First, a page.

I sent myself to pen you a few lines not knowing whether they will ever reach you, god grant that it may and find you in good health as it leaves us all at home. I tell you what the last two days have been lonesome enough. Sometimes I feel as if I never should see you again, but I hope I shall. I see by the papers that you are in the midst of the Battle and that one of the 2nd regiment has got wounded and that your regiment took the secession flag from the Fairfax Courthouse. I suppose we shall know all about it in a few days when the first regiment gets home. They say here that they will be home next week. I suppose it will be a great day when they came home but it will be gloomy enough for me to see them come and know that you are left behind if you are only spared to get home once more you won’t get away again that is if I can have my way. I received a letter from you yesterday in it you say you want me to keep up good spirits. I try to but it comes hard sometimes, I can’t put my mind on my work or any thing else for I feel as if I had lost all the friends I had. Lizzie is all life expecting Albert home. I should like to see you tonight but I can’t so I will try to content myself by looking at your picture. But as much as I want to see you I should rather you would never come than to have you sent home as those fellows were last week, their names published in the papers and what they was sent home for. I want you to take good care of yourself and do the best you can and I hope all will be well. Do write as often as you can and I will do the same. I sent you yesterday by Mr. Grant one pound of tobacco and should have sent something more if I could. My will was good enough, but I had not the means. I have got to wait for a letter from you before I can get my money for if they know that I did not send the check there I could not get it. I am sorry you did not see that it was right before you left for I have needed it very much. Mr. Wightman and Saunders was in here tonight and said that Mr. Pratt was going on there to morrow and if I wanted to send any thing they would get him to take it ask I had nothing else I thought a few lines might be acceptable. He belongs to the first regiment. Don’t laugh at this scribbling for I am so uneasy to night that I can’t write. Don’t blame me to much for finding fault for I don’t mean to. I don’t know of anything more. Give my love to Daron and Dick and to your friends Charly and George. The children and myself send our love and best wishes to you and hope you will soon return at home. The Roys all send their love and Hannah, Marty, & John to you and Dick from your loving and affectionate wife.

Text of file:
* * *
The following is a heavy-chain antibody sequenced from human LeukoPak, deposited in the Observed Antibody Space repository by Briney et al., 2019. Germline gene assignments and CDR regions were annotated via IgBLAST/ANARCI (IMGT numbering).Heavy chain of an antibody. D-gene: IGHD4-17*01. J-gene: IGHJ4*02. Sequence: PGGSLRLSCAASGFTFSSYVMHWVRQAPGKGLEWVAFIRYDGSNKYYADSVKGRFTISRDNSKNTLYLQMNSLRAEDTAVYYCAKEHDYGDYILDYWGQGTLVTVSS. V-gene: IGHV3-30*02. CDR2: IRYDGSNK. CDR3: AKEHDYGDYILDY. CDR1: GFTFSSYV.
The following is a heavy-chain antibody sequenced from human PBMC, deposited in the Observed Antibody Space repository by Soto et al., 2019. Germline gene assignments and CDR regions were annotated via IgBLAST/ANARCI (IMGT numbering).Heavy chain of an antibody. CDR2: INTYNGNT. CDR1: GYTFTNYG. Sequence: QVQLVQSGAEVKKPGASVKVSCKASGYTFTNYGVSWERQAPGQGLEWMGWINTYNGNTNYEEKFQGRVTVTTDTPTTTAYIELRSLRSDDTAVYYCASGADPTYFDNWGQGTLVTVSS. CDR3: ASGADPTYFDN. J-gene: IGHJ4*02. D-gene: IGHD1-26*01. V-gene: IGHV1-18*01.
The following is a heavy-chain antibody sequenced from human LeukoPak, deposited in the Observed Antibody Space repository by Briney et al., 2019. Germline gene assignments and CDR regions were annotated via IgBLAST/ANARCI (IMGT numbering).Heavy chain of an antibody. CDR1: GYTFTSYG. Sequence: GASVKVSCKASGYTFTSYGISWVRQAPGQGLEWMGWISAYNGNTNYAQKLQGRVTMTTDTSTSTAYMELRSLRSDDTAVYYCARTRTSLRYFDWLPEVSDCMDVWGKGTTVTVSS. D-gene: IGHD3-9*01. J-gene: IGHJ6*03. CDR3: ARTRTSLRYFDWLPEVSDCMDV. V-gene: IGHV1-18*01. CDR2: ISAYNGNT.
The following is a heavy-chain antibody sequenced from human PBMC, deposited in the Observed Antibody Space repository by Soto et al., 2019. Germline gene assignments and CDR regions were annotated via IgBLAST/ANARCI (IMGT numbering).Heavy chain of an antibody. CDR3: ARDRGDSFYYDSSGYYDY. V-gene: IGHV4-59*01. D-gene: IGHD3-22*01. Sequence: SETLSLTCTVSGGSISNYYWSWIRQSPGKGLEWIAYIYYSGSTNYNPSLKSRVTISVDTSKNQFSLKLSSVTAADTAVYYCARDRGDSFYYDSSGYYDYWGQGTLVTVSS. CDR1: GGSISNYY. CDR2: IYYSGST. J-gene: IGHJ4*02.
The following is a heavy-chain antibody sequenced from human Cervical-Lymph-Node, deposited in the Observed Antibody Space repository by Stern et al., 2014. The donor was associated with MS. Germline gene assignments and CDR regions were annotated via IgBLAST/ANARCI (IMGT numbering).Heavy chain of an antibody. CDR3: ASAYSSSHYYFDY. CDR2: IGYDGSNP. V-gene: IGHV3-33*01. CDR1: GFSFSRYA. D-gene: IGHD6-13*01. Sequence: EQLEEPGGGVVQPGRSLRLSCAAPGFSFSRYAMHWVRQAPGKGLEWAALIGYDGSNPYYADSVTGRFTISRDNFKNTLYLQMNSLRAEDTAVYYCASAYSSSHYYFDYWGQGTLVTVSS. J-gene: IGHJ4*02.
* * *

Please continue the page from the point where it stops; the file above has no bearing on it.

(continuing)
Lucinda M. [Hayne?]

Transcription and letter image – transcription amended by Bull Runnings in bold